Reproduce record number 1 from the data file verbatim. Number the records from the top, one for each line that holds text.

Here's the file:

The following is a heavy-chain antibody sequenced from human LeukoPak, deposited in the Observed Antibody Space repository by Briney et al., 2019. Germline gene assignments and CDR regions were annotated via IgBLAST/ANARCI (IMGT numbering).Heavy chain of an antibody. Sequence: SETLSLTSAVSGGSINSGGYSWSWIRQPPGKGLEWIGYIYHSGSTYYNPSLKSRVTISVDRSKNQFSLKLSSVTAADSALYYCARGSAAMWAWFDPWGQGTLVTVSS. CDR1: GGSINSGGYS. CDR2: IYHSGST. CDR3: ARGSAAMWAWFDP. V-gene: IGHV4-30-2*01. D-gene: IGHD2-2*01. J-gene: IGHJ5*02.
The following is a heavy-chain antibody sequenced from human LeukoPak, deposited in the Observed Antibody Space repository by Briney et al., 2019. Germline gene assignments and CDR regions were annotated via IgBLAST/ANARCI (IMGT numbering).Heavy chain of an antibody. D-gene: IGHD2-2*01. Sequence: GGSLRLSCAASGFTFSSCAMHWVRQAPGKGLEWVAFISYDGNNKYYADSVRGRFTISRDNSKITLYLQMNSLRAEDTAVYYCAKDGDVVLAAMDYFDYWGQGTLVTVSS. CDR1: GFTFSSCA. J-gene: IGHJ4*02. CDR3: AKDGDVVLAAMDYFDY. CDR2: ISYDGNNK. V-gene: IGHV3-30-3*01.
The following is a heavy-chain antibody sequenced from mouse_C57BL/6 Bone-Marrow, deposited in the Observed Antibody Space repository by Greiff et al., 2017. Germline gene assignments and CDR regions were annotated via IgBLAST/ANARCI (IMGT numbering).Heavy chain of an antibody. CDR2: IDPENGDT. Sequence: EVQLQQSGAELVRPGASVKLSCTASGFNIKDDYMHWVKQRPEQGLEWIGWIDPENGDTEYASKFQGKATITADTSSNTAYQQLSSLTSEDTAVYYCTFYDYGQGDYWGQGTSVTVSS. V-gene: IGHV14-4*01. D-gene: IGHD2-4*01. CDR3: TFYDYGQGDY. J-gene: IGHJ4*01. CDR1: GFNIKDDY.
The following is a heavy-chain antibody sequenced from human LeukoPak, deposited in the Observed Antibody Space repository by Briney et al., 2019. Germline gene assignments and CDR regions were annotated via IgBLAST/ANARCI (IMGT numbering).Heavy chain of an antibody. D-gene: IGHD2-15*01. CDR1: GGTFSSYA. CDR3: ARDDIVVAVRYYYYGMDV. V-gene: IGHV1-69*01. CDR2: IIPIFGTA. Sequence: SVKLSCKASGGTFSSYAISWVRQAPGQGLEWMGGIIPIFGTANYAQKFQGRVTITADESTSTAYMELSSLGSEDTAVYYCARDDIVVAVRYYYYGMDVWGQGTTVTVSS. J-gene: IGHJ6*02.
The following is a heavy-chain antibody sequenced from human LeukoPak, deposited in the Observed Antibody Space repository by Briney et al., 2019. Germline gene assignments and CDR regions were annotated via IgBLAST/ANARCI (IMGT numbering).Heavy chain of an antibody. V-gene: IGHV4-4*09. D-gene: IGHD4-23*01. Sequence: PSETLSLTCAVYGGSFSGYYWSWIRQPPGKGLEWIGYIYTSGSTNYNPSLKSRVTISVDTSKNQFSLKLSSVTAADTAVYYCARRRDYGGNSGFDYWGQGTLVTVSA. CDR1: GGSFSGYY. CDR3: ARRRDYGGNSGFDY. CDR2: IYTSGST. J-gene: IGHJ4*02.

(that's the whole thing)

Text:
The following is a heavy-chain antibody sequenced from human LeukoPak, deposited in the Observed Antibody Space repository by Briney et al., 2019. Germline gene assignments and CDR regions were annotated via IgBLAST/ANARCI (IMGT numbering).Heavy chain of an antibody. Sequence: SETLSLTSAVSGGSINSGGYSWSWIRQPPGKGLEWIGYIYHSGSTYYNPSLKSRVTISVDRSKNQFSLKLSSVTAADSALYYCARGSAAMWAWFDPWGQGTLVTVSS. CDR1: GGSINSGGYS. CDR2: IYHSGST. CDR3: ARGSAAMWAWFDP. V-gene: IGHV4-30-2*01. D-gene: IGHD2-2*01. J-gene: IGHJ5*02.